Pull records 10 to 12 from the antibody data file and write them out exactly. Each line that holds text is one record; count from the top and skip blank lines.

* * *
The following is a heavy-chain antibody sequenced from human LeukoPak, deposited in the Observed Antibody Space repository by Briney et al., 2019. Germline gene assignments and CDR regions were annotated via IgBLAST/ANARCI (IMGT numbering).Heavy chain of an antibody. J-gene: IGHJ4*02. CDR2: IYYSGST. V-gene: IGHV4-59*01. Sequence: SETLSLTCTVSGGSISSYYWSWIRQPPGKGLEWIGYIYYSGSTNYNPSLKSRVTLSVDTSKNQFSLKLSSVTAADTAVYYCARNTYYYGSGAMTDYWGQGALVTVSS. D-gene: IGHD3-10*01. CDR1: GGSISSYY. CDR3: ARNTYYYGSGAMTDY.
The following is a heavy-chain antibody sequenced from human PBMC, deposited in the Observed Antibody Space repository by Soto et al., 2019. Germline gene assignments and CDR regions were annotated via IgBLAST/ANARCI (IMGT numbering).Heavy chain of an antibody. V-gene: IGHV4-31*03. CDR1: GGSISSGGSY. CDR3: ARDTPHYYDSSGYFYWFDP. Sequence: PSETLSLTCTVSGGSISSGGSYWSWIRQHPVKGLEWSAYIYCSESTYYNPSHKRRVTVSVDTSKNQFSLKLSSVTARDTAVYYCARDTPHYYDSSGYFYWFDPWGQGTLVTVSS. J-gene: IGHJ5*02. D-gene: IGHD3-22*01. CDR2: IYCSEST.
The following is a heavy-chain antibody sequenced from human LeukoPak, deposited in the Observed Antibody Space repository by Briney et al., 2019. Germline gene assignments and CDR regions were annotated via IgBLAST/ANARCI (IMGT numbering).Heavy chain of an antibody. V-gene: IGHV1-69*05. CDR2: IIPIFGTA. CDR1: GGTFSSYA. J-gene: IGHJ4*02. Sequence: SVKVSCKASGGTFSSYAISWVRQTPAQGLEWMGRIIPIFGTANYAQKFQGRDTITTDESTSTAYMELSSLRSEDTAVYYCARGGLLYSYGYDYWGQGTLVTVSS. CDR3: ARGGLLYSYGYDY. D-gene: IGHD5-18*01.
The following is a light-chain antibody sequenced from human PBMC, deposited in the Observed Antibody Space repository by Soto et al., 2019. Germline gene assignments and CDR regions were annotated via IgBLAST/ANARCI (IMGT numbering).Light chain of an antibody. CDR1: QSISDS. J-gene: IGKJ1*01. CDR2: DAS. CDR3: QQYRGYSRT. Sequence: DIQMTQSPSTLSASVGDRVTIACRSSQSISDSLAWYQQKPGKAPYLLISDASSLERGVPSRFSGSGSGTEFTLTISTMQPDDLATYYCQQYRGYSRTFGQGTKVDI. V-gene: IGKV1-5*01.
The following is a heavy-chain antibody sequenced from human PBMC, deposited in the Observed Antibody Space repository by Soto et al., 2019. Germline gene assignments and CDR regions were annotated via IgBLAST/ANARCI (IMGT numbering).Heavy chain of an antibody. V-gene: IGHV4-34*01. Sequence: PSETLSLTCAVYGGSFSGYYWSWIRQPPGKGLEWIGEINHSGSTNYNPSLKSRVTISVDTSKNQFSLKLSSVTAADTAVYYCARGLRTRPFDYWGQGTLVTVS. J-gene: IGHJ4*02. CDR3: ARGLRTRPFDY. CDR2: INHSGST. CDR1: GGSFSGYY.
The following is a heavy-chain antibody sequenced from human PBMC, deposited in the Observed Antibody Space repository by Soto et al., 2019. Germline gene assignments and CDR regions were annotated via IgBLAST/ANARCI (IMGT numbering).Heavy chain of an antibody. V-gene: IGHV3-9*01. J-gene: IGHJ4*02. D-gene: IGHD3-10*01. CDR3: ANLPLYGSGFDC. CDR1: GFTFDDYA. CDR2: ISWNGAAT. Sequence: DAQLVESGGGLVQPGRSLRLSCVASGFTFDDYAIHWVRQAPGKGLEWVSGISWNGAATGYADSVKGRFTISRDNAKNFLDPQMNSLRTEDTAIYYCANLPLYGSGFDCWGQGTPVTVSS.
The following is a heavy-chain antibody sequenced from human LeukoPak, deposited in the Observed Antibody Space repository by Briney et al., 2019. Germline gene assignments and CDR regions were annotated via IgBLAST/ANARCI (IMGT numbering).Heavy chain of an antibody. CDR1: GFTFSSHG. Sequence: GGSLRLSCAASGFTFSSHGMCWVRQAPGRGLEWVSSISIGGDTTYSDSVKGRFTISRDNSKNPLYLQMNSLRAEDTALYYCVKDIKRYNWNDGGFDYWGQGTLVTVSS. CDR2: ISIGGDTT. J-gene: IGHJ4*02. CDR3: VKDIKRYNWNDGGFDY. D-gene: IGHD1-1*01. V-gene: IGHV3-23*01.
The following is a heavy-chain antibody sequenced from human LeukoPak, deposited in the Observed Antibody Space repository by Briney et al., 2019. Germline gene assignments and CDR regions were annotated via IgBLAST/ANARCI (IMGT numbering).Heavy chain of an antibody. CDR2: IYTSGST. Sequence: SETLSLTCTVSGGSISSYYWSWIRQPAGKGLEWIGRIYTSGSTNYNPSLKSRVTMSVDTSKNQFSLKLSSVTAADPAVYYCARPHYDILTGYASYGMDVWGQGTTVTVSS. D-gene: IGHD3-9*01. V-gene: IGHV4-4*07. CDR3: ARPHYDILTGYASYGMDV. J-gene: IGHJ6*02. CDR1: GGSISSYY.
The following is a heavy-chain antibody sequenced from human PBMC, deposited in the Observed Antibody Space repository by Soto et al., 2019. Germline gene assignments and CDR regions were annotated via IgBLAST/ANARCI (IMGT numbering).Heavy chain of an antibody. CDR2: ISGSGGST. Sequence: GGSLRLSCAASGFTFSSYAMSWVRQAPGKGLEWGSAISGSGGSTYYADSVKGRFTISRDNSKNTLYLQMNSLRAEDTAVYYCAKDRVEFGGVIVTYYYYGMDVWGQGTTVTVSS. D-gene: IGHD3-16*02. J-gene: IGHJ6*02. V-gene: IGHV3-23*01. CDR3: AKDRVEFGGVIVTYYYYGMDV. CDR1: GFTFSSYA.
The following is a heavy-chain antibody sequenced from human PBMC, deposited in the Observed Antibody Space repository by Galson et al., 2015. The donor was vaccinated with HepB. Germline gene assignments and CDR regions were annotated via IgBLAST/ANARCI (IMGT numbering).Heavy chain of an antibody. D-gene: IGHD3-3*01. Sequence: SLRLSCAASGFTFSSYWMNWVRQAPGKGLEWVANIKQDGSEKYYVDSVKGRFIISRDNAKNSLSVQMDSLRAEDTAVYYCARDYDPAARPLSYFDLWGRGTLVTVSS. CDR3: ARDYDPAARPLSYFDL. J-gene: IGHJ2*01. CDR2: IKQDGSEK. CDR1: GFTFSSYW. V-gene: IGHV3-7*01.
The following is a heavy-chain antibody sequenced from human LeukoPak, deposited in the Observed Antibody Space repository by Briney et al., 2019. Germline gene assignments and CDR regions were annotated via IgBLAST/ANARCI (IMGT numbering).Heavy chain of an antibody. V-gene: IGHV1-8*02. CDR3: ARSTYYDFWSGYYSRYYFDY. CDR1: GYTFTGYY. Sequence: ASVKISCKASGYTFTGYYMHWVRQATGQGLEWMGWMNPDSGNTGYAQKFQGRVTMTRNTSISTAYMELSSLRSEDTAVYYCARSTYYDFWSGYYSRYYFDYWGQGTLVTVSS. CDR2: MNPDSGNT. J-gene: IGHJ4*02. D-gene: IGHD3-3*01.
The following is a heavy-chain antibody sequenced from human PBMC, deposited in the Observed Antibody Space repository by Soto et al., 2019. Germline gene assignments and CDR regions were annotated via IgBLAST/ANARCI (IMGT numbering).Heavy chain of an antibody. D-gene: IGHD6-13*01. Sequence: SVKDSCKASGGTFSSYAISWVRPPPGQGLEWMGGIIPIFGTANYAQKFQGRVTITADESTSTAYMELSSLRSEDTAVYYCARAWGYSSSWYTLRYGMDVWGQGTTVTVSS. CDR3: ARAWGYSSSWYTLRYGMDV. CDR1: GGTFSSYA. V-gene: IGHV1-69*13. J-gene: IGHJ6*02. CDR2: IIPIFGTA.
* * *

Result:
The following is a heavy-chain antibody sequenced from human PBMC, deposited in the Observed Antibody Space repository by Galson et al., 2015. The donor was vaccinated with HepB. Germline gene assignments and CDR regions were annotated via IgBLAST/ANARCI (IMGT numbering).Heavy chain of an antibody. D-gene: IGHD3-3*01. Sequence: SLRLSCAASGFTFSSYWMNWVRQAPGKGLEWVANIKQDGSEKYYVDSVKGRFIISRDNAKNSLSVQMDSLRAEDTAVYYCARDYDPAARPLSYFDLWGRGTLVTVSS. CDR3: ARDYDPAARPLSYFDL. J-gene: IGHJ2*01. CDR2: IKQDGSEK. CDR1: GFTFSSYW. V-gene: IGHV3-7*01.
The following is a heavy-chain antibody sequenced from human LeukoPak, deposited in the Observed Antibody Space repository by Briney et al., 2019. Germline gene assignments and CDR regions were annotated via IgBLAST/ANARCI (IMGT numbering).Heavy chain of an antibody. V-gene: IGHV1-8*02. CDR3: ARSTYYDFWSGYYSRYYFDY. CDR1: GYTFTGYY. Sequence: ASVKISCKASGYTFTGYYMHWVRQATGQGLEWMGWMNPDSGNTGYAQKFQGRVTMTRNTSISTAYMELSSLRSEDTAVYYCARSTYYDFWSGYYSRYYFDYWGQGTLVTVSS. CDR2: MNPDSGNT. J-gene: IGHJ4*02. D-gene: IGHD3-3*01.
The following is a heavy-chain antibody sequenced from human PBMC, deposited in the Observed Antibody Space repository by Soto et al., 2019. Germline gene assignments and CDR regions were annotated via IgBLAST/ANARCI (IMGT numbering).Heavy chain of an antibody. D-gene: IGHD6-13*01. Sequence: SVKDSCKASGGTFSSYAISWVRPPPGQGLEWMGGIIPIFGTANYAQKFQGRVTITADESTSTAYMELSSLRSEDTAVYYCARAWGYSSSWYTLRYGMDVWGQGTTVTVSS. CDR3: ARAWGYSSSWYTLRYGMDV. CDR1: GGTFSSYA. V-gene: IGHV1-69*13. J-gene: IGHJ6*02. CDR2: IIPIFGTA.